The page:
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Sunday 4 December 2016

Managers' pay up €130 a week - while workers get just €2 extra

Anne-Marie Walsh

Published 02/06/2016 | 02:30

Brendan Ogle Photo: Frank Mc Grath
Brendan Ogle Photo: Frank Mc Grath

Pay for managers and professional workers rose by €130 a week in the past five years, but lower-paid staff only received an extra €2.

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A new report by Unite, 'The Truth about Irish Wages', also reveals that the highest-paid private sector workers earn almost four times as much as the lowest-paid employees.

The union said its research proves that the economic recovery is a myth for thousands of workers who earn less than their counterparts in the EU.

It also reveals Irish workers' "compensation", which includes gross wages and employers' PRSI payments, is 6pc below the average in 15 EU countries.

Bin collectors' wages are among the worst, at 28pc below EU levels, while hotel and restaurant staff are on 20pc less and retail workers on 18pc less.

The report says managers and professionals enjoyed average wage increases of 11pc between 2010 and last year, but office, sales and service staff pay rose by just 1pc, or €6. Despite high levels of national income and profits, wages for production, craft, transport and manual workers increased by just €2 a week, or 0.3pc.

Ireland has the second-highest level of wage inequality, behind Portugal, out of 15 EU countries when it comes to the difference between the lowest and highest paid.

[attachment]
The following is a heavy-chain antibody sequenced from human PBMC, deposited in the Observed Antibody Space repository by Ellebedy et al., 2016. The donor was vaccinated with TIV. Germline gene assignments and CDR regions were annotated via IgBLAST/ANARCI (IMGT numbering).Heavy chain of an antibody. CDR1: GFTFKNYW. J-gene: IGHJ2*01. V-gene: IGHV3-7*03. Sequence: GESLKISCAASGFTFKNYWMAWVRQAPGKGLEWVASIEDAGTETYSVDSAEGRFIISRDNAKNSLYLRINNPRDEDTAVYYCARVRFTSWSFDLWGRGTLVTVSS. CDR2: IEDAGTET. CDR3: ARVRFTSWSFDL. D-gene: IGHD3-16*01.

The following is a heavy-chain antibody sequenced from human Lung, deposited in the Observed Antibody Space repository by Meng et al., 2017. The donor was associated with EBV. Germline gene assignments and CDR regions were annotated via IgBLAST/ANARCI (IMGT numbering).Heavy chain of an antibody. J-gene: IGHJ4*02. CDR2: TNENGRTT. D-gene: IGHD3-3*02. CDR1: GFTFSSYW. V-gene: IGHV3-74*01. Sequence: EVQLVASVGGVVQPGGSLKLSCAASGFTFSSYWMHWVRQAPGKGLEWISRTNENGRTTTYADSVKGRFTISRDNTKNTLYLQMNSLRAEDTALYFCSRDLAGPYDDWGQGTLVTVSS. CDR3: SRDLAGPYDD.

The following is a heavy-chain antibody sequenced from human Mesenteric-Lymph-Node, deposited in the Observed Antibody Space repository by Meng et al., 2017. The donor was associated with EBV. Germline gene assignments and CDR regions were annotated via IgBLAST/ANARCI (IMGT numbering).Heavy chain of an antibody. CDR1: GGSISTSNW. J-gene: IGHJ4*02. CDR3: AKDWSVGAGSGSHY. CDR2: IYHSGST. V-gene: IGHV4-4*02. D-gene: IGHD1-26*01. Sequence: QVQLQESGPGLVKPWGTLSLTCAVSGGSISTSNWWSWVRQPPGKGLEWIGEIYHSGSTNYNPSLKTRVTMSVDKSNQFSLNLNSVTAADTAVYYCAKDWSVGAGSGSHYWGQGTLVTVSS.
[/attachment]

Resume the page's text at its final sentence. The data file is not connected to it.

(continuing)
The report measures the ratio of the earnings of the top 10pc of earners compared with the lowest 10pc. It found wages for the top earners are nearly four times those of the lowest paid.

In the UK, the best paid earn 3.5 times what the lowest-paid earn. The highest ratio is in Portugal, where the top earners get over four times more, and lowest is in Sweden, where the highest-paid earn twice as much.

The report says average wage rates do not tell us how equal wages are. While there may be a high average wage in a country, it may still have a substantial number on low pay.

Unite Regional Secretary Jimmy Kelly said Irish wages are 18pc below average compared to northern and central European economies, and 24pc below average compared to other small open economies. He said low wages depress the economy because they affect domestic demand and the tax take.

"One of the most striking features of the research is not only that Irish wages are low in European comparison, but also that inequality is so high," said Mr Kelly. He said more unequal societies perform poorly on issues including mental health and life expectancy.

Unite's Education and Politics Officer, Brendan Ogle, said low pay is compounded by low levels of employers' social insurance, which mean workers have to pay more for services including healthcare.

The union wants an increase in employers' social insurance to fund improved services and income supports, and raise wages for the low paid through Joint Labour Committees.

Irish Independent

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